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Semi-automated Magnetic Bead-Based Antibody Selection from Phage Display Libraries

MPG-Autoren
http://pubman.mpdl.mpg.de/cone/persons/resource/persons50390

Konthur,  Zoltán
In vitro Ligand Screening (Zoltán Konthur), Dept. of Vertebrate Genomics (Head: Hans Lehrach), Max Planck Institute for Molecular Genetics, Max Planck Society;

http://pubman.mpdl.mpg.de/cone/persons/resource/persons50638

Wilde,  Jeannine
Dept. of Vertebrate Genomics (Head: Hans Lehrach), Max Planck Institute for Molecular Genetics, Max Planck Society;

Lim,  Theam Soon
Max Planck Society;

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Volltexte (frei zugänglich)

Konthur.pdf
(beliebiger Volltext), 268KB

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Zitation

Konthur, Z., Wilde, J., & Lim, T. S. (2010). Semi-automated Magnetic Bead-Based Antibody Selection from Phage Display Libraries. In Springer Protocols.


Zitierlink: http://hdl.handle.net/11858/00-001M-0000-0010-7B26-4
Zusammenfassung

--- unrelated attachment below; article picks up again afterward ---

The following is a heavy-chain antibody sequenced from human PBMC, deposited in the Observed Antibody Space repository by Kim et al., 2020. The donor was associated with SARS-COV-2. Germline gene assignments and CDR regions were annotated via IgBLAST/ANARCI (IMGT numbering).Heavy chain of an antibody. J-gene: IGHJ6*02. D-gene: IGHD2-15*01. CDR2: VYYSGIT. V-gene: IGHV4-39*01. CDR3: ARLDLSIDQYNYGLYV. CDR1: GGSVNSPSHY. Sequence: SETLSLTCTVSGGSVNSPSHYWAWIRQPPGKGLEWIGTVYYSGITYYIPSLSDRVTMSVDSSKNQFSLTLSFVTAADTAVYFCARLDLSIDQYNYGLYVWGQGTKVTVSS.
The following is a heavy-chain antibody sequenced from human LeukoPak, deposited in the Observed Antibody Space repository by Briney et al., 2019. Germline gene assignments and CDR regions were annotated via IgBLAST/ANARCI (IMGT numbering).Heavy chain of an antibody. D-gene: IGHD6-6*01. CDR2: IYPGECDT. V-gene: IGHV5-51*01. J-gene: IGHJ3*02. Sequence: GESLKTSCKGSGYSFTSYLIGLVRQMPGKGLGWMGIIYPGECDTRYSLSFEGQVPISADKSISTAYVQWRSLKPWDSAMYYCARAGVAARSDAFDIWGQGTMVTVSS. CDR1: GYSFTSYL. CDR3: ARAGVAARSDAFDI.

Phage display of combinatorial antibody libraries is a very efficient method for selecting recombinant antibodies against a wide range of molecules. It has been applied very successfully for the generation of therapeutic antibodies for more than a decade. To increase robustness and reproducibility of the selection procedure, we developed a semi-automated selection method for the generation of recombinant antibodies from phage display libraries. In this procedure, the selection targets are specifically immobilised to magnetic particles which can then by automatically handled by a magnetic particle processor. At present up to 96 samples can be handled simultaneously. Applying the processor allows standardisation of panning parameters such as washing conditions, incubation times, or to perform parallel selections on same targets under different buffer conditions. Additionally, the whole protocol has been streamlined to carry out bead loading, phage selection, phage amplification between selection rounds and magnetic particle ELISA for confirmation of binding activity in microtiter plate formats. Until now, this method has been successfully applied to select antibody fragments against different types of target, such as peptides, recombinant or homologous proteins, or chemical compounds.